Here is where Comprehensive Carbon Accounting or CCA comes in: the supplier provides directly to its customer the amount of CO2 contained in the goods and services it sells. Where does he get this information from? From his own suppliers, and so on upstream in the production chain. This brings us to the primary suppliers of carbon, whether they import it or produce it domestically. But the approach is top-down, since the information always passes from the supplier to the customer, with the carbon data attached to the invoice.


            II.         The principle of comprehensive carbon accounting

The project is simple in its statement and simple in its execution once the infrastructure is in place. Each company indicates the carbon content of the goods or services sold on its invoices to customers. A second column of the invoice, next to the one in euros (or dollars, etc.), indicates the physical quantity of carbon contained in the production of the good or service sold. For consumer goods that are not invoiced, the data are provided, when possible, on the label or the attached brochures.

Two scenarios arise for each firm: either it does not produce primary carbon, and it just takes the carbon data received from its suppliers’ invoices and passes it on to its customers, broken down for the invoicing according to the way in which the sold goods have used the inputs; or it is itself partly a primary producer – possibly negatively if it removes carbon – and it adds to (or deducts from) its customer invoices the carbon content that it has generated in the course of production. In all cases :

carbon contained in suppliers’ invoices

+ net primary carbon production

= carbon in customers’ invoices

The generating accounting event, for flows in euros or in carbon, is the invoice, carbon « bought » or carbon « sold ». The total carbon content associated with the firm’s activity (its carbon footprint) comes simply from adding up data that show in receivables (save for primary net production), an amount that is consistent with the company’s sales or turnover. We do not deviate from standard accounting in monetary units, and this will remain a general principle of the CCA; we simply attach the flow in carbon to the flow in euros. In the case of an input that is incorporated into several goods, the split is done according to the usual principles of cost accounting.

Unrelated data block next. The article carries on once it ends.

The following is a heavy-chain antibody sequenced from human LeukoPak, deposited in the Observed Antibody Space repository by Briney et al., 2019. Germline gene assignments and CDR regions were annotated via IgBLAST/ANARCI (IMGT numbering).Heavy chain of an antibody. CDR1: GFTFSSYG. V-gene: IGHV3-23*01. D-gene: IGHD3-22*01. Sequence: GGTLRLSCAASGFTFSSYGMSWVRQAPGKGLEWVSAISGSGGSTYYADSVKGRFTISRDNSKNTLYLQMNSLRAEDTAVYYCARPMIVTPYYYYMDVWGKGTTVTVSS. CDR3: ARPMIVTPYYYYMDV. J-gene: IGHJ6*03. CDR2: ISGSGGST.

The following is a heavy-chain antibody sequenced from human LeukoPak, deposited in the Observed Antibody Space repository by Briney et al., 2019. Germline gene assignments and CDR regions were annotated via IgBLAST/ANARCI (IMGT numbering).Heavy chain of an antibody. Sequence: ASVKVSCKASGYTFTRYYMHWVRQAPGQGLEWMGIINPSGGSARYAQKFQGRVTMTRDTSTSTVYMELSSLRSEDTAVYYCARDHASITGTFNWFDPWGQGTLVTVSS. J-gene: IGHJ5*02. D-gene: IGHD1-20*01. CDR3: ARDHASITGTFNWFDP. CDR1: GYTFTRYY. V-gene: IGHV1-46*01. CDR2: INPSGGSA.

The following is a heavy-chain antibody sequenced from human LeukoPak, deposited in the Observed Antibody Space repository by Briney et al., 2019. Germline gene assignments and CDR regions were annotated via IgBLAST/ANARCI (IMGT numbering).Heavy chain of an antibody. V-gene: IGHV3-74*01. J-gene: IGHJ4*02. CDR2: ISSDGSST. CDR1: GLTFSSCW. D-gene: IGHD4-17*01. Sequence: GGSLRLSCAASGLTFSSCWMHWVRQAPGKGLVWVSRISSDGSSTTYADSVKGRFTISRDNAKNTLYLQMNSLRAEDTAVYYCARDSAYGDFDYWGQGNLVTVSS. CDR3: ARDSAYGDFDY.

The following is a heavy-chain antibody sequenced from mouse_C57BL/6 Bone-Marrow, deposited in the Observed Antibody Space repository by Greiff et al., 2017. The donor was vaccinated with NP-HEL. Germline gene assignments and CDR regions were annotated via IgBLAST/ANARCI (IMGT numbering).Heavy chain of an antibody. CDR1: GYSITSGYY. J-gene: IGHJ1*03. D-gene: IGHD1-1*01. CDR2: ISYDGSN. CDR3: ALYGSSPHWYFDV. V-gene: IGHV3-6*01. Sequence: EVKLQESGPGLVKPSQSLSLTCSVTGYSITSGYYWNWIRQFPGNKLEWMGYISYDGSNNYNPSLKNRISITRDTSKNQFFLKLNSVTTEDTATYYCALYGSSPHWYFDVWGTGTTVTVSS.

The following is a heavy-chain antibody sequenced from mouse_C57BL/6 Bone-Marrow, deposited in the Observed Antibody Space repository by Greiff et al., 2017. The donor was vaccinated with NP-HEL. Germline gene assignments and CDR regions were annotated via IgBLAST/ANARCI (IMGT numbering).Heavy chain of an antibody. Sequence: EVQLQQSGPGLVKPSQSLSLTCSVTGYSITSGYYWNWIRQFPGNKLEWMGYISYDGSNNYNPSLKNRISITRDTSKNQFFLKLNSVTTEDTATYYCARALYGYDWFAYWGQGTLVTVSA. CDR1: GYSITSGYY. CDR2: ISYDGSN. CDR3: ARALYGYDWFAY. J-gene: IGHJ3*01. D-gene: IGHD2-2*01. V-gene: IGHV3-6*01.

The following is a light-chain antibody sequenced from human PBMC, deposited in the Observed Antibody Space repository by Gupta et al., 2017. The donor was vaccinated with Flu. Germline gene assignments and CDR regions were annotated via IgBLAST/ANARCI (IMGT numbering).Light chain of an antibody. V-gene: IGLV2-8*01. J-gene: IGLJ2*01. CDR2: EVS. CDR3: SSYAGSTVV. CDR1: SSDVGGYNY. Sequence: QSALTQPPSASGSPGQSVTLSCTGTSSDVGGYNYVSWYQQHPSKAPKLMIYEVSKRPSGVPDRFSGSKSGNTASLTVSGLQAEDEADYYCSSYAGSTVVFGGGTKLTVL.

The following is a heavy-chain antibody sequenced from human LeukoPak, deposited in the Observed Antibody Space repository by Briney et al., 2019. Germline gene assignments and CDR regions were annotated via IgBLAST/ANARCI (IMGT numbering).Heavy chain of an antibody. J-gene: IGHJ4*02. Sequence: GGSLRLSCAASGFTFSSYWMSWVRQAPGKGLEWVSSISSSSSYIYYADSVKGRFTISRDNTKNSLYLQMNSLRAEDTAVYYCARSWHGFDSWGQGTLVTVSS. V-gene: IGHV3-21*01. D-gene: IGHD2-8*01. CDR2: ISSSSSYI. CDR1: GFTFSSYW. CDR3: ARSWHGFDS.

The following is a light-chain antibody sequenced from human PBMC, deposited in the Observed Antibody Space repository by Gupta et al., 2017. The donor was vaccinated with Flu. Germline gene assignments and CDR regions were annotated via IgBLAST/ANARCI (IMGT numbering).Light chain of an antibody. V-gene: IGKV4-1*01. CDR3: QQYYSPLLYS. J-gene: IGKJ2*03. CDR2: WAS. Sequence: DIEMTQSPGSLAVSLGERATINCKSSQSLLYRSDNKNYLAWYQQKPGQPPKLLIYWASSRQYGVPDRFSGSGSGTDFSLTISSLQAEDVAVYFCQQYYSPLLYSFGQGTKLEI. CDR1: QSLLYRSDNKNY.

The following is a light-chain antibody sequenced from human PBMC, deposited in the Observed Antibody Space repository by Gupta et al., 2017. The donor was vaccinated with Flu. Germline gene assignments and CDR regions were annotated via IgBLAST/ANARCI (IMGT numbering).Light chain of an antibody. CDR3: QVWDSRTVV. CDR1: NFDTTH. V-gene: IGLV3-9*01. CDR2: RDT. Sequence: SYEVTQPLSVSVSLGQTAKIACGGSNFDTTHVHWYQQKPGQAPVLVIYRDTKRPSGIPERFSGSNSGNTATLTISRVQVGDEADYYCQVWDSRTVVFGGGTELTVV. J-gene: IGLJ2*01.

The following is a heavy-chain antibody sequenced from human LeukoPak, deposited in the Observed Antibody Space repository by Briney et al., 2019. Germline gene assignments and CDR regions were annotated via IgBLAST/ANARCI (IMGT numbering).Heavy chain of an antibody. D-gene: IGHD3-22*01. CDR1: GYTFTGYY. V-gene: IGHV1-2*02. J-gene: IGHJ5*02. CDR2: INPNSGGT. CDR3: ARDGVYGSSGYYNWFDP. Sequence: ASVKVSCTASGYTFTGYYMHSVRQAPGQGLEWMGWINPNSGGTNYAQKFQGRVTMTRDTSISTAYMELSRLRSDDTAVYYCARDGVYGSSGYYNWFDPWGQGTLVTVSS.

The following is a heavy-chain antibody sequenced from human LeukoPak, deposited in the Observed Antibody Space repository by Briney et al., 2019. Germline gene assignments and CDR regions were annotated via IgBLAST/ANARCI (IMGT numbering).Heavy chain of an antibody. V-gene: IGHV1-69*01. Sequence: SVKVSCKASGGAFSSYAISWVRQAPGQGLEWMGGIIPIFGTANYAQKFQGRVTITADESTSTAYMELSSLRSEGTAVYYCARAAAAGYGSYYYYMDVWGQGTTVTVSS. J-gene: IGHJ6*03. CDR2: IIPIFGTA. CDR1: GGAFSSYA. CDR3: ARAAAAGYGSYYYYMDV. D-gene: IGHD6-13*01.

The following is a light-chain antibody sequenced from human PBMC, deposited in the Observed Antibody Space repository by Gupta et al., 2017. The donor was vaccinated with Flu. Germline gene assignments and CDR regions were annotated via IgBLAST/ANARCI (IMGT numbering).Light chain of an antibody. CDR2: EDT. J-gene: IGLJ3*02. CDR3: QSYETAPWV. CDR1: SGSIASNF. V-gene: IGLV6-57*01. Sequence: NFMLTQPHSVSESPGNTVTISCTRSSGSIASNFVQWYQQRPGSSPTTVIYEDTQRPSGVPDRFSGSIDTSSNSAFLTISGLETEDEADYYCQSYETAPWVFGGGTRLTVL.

It is important to emphasize the universality of the mechanism: all incoming invoices (for the carbon content of purchases) and outgoing invoices (for the carbon content of sales) are considered regardless of the nature of the supplier, including banks and insurances for the service they provide. And it is the totality of the firms in the country which, ideally, is subjected to this mechanism (we discuss later about the imports). For almost all companies, except the few ones that are net primary producers, the mere counting of invoices replaces technical immersion in complex nomenclatures. They free up time to focus on the only thing that matters, reducing their carbon footprint.

The strength of the system comes from the decentralized nature of the data collection. In this respect, CCA and VAT (value-added tax) are very similar. In both cases, the data collection – and money collection in the case of VAT – is done in a decentralized way by the companies themselves, without any central body intervening. VAT is different, of course, since the company declaring the VAT proceeds by successive non-cumulative additions, knowing that it is reimbursed the VAT on its purchases.